Failure is Important

by Cynthia Wands

Judi Dench as Titania in “A Midsummer’s Night Dream”, 1962

Judi Dench says that failure is important.

I think about this as I’m watching an interview with Judi Dench, as she and Brendan O’Hea talk about a new book that is being published in 2024: “Shakespeare: The Man Who Pays the Rent.” (Here’s the link to the book that they’re talking about:)

Watching this interview brings all kinds of reactions as I listen to the backstage history and anecdotes with these accomplished and articulate artists. (Although I admit to bursting out loud with laughter at the theatrics of creating a stage sneeze at the 19:50 mark.)

I love the esteem and recognition that this older actress has accrued – for me, personally as an artist of some advanced years, it’s gratifying to see her given her due.

A dear friend of mine graduated with her from the Royal Central School of Speech and Drama in 1957, and he didn’t recognize her talents at the time. He has since, in the last sixty years or so as he has worked as an actor and director, changed his mind about her artistry.

Some years ago, my brother-in-law acted with Judi Dench in a London production of “The Royal Family”, and I when I had the opportunity to go see them on stage together, I was wowed. I’d seen her in film and tv; but she is even better on stage. I can’t explain it – but she has a magic about her.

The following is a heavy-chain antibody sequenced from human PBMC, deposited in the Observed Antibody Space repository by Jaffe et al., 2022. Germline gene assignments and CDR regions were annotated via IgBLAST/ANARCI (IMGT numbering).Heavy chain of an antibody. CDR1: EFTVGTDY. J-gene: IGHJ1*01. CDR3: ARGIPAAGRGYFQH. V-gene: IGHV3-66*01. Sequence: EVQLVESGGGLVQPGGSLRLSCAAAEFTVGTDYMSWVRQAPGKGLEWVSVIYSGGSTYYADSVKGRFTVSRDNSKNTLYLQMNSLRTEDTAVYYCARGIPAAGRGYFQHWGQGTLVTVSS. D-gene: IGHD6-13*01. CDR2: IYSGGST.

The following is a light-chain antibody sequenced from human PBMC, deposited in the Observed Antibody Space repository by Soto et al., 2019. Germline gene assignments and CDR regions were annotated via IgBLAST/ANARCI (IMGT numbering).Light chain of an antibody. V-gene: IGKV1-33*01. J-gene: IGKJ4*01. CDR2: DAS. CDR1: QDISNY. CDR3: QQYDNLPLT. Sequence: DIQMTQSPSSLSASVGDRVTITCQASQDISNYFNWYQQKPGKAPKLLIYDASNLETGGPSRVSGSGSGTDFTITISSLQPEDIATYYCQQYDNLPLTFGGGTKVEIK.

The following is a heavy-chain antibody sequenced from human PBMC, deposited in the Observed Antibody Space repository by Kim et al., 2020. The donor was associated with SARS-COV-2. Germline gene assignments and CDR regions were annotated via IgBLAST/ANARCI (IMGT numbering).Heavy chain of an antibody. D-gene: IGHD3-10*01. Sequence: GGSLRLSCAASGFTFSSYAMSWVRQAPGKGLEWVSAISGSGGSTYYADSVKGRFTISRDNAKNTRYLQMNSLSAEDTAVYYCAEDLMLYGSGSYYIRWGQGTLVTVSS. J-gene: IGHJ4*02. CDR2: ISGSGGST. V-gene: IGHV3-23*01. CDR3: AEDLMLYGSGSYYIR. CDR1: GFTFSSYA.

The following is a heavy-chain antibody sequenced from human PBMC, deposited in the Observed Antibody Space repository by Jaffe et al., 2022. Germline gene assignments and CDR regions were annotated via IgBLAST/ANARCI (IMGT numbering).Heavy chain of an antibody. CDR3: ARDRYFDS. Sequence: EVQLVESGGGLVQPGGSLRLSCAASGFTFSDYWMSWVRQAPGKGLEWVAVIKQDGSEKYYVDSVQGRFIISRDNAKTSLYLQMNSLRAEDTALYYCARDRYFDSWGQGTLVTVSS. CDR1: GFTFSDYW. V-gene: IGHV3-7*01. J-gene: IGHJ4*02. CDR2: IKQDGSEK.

But to the point of “Failure is Important”: during this interview, Judi talks not only about the generosity of spirit in actors/theatre – and also how the rhythm of iambic pentameter is akin to the beating of your heart (I loved that), but especially she talked about failure. Mistakes. And how important they are to find the parts that work.

One another comment that resonated with me, was her counsel that actors are “servants to the story”. As a playwright, having been an actor, being a fan of women who write roles for all ages, I found her to be generous and wise in this interview.

So here it is. It’s 38 minutes long. It’s a chatty, illuminating, funny and intimate conversation. I hope you enjoy it.

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